[Date Prev][Date Next][Thread Prev][Thread Next][Date Index][Thread Index][Subject Index][Author Index]

Dem Dinos, Dem Dinos, Dem Dead Dinos



I just posted the following message to sci.bio, and a kind soul 
recommended that I join the dinosaur list-server and ask my question
here.  So...  That's what I'm doing.  I hope I will be forgiven for 
suddenly materializing with such a lengthy message.

(Also, please forgive the tone of the message, given that it was 
written for USENET and not the more intimate environs of a list
server.)

Having grown up watching shows in planetaria and reading the popular 
press, I have lived my life believing that dinosaurs kicked the bucket
when a big chunk o' meteorite slammed into the earth, polluted the
atmosphere with enough dust to block the sunlight, and generally caused
a bunch of problems for the old lizards.

However, some acquaintances with a biology bent are now telling me that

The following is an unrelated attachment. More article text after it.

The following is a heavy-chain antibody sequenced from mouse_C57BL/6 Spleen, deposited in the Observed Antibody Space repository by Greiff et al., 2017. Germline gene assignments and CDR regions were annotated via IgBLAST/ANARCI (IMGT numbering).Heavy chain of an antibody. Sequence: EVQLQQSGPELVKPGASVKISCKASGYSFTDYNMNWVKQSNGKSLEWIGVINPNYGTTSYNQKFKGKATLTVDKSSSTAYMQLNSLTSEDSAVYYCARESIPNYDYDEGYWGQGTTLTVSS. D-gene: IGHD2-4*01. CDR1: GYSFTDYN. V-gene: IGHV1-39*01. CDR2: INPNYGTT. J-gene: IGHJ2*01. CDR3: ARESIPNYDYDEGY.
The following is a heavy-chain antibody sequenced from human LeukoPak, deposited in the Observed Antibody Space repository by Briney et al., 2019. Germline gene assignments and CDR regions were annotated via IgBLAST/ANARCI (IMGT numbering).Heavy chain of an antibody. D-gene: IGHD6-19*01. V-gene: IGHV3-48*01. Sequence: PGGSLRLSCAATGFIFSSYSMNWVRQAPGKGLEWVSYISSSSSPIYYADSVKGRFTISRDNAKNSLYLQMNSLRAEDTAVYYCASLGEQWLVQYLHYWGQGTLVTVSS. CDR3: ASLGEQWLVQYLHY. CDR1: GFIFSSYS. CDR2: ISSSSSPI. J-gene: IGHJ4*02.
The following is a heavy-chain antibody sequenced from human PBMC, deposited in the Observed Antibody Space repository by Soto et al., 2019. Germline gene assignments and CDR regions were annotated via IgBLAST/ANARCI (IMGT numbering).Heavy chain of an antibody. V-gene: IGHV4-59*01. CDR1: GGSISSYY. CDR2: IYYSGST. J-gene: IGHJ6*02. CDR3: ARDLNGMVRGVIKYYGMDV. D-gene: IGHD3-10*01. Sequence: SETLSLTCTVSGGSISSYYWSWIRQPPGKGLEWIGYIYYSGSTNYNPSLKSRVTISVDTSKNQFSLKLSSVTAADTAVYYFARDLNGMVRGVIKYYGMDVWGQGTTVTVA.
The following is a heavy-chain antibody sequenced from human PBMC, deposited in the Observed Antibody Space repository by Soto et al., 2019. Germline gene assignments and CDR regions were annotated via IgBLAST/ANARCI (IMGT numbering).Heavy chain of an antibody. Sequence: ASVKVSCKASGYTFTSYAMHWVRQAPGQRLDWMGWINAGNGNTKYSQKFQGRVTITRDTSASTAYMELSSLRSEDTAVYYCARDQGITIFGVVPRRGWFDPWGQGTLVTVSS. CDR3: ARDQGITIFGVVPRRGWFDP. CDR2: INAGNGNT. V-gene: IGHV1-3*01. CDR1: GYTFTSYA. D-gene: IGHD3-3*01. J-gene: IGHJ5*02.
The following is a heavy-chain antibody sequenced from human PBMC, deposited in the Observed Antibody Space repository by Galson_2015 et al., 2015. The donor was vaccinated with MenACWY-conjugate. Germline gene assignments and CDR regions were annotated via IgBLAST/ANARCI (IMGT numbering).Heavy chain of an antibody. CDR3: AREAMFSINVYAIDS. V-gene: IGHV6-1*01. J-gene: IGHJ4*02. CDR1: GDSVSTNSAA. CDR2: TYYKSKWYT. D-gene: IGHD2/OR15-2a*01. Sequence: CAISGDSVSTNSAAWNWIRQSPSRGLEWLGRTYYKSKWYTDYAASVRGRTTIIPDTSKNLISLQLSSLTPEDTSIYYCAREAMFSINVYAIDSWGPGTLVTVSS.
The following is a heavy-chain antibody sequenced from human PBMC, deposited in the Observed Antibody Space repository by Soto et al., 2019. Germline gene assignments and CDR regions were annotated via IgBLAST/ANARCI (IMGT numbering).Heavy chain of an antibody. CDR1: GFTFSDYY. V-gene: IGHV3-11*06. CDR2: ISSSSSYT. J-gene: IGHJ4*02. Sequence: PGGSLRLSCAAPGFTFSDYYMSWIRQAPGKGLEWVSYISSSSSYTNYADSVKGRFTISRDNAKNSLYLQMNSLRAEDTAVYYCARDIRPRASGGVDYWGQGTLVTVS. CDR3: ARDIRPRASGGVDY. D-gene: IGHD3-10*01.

I may have been deluded:  other, evolutionary reasons set the dinos up 
for their fall.  

As an inquisitive fellow, I'd like to know more.  I had a chance to ask 
Robert Bakker *his* opinion recently, and he indicated that general 
thinking was along the lines of population mixing and contamination
(!?!), but he couldn't/wouldn't give me any specific sources to learn 
more, so of course, I have chosen to turn to the Net.

If you have a pet dead-dino theory AND A REFERENCE OR TWO, I'd like
to hear about it.  Obviously, if this is in a FAQ somewhere, flame me 
liberally and send me the FTP site.  Otherwise, a review article would 
be delightful.  I'm willing to slog through a variety of sources, 
though.  No speculation and junk, please--I'd much prefer a nice 
reference work to curl up to in my summer deck chair.  

(Added to the USENET POST:  BTW, although I do not normally read 
sci.bio, I'll be keeping tabs on follow-ups for the next few weeks.  
But if this turns into a screwy discussion involving Jack Ruby and 
conspiracy theory, I'm bailing.  E-mail replies will be much 
appreciated.)

Thanks for all your help!


Ryan Wyatt (rjw@regulus.rice.edu)
Manager, Burke Baker Planetarium
Houston Museum of Natural Science
One Hermann Circle Drive
Houston, TX 77030-1799
(713) 639-4638